Directed by: Nicolas Roeg.
Written by: Paul Mayersberg based on the novel by Walter Tevis.
Starring: David Bowie (Thomas Jerome Newton), Rip Torn (Nathan Bryce), Candy Clark (Mary-Lou), Buck Henry (Oliver Farnsworth), Bernie Casey (Peters), Jackson D. Kane (Professor Canutti), Rick Riccardo (Trevor), Tony Mascia (Arthur), Linda Hutton (Elaine), Hilary Holland (Jill), Adrienne Larussa (Helen), Lilybelle Crawford (Jewelery Store Owner), Richard Breeding (Receptionist), Albert Nelson (Waiter), Peter Prouse (Peters' Associate), Jim Lovell (Himself (Commander of Apollo 13).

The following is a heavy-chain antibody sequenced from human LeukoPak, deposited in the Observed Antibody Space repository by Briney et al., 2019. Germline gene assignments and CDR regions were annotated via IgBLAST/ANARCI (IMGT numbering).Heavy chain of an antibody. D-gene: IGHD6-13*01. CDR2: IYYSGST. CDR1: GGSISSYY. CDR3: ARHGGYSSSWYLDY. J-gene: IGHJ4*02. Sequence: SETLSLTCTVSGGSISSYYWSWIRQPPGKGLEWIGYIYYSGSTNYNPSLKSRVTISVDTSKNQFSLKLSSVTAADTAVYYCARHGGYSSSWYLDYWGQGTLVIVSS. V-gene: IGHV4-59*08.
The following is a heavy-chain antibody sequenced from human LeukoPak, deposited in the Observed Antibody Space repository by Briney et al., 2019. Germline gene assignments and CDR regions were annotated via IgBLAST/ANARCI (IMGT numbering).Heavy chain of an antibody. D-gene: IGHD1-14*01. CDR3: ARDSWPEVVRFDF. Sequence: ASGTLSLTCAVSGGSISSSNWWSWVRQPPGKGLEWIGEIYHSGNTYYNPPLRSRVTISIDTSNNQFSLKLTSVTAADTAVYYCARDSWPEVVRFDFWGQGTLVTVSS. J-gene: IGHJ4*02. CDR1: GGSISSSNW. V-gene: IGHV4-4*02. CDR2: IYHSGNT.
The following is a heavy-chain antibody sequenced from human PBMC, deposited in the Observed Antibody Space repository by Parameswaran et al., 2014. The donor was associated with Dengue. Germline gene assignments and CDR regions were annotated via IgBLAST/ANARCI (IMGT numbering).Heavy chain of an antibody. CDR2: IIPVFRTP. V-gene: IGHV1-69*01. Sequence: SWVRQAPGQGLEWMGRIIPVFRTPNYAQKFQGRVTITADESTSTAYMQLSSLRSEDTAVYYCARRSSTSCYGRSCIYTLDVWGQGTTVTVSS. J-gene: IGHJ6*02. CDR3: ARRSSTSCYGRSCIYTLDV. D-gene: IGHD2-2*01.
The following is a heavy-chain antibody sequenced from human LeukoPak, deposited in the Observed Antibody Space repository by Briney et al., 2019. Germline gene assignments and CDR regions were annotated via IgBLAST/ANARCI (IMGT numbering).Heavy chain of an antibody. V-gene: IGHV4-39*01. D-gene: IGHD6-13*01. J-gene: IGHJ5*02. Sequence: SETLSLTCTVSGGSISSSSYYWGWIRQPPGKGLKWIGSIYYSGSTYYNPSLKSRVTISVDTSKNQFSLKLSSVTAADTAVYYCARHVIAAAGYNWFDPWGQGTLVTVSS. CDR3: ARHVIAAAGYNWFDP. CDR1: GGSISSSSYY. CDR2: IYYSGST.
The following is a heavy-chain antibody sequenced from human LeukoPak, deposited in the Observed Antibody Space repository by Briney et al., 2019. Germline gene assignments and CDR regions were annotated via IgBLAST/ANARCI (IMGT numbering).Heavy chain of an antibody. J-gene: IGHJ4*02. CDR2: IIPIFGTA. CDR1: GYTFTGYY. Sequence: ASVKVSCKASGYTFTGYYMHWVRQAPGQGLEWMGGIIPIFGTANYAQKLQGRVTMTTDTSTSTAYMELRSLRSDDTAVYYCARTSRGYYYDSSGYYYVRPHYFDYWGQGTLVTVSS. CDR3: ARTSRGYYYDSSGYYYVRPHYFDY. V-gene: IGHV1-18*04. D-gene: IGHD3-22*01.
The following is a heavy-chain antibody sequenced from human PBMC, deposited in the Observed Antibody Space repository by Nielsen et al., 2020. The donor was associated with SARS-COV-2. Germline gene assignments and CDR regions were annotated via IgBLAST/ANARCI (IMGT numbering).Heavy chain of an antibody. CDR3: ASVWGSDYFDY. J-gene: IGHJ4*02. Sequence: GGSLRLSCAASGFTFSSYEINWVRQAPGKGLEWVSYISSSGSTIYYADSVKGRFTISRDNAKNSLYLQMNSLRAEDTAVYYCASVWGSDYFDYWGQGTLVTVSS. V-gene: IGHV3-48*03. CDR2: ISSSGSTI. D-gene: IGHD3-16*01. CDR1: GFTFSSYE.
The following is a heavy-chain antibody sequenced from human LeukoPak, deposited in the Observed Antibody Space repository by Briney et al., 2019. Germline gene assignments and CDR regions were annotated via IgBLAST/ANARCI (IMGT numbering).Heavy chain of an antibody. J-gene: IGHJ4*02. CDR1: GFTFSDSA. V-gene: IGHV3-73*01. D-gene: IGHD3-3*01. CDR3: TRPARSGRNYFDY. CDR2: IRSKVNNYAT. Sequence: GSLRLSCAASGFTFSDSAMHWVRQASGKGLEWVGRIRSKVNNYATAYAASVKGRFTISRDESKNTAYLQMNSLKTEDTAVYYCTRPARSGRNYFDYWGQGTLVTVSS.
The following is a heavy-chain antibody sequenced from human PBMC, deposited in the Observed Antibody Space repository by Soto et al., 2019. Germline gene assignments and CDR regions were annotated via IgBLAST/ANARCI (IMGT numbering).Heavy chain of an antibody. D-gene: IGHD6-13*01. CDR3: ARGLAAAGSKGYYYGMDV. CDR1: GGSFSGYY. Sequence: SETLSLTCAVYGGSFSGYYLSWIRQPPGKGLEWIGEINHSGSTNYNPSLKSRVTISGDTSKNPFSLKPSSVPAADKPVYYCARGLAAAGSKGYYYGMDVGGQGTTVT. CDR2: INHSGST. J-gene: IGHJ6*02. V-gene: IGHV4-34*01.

When I first watched Nicolas Roeg’s The Man Who Fell to Earth in my high school – and then college – days, I found the film to be rather thrillingly ambiguous. Here was a different kind of alien movie – one where the alien wasn’t here to either help or destroy humanity – but rather for his own purposes, that the movie only barely bothers to explain in its final act. It was also rather daring that in the end, the alien ultimately fails – his weakness for the human vices he develops is ultimately his undoing. I didn’t fully understand the movie – I didn’t really understand it at all if I’m being honest – but I liked it. It was visually amazing, and had an odd performance by David Bowie at its core – and if there was ever a rock star born to play an alien, it was Bowie in the 1970s. However, watching the film for the first time in about 10 years again, I’m no longer sure I would describe the film as thrillingly ambiguous – I may be more inclined to call it borderline incoherent. What once struck me as daring choices that served to deepen the films mysteries, now strikes me as some rather shoddy storytelling. I always knew I didn’t fully comprehend the film – and now I think I know why – no one fully comprehends it, not even the filmmakers. I do not demand that a film necessarily wrap up all its mysteries – I don’t need someone to solve David Lynch’s Mulholland Dr. or Shane Carruth’s Upstream Color for me as examples. But the storytelling in both of those movies is so confident that I feel at least Lynch and Carruth could fully explain them if there were so inclined (they aren’t). I’m not sure you can say the same thing with The Man Who Fell to Earth.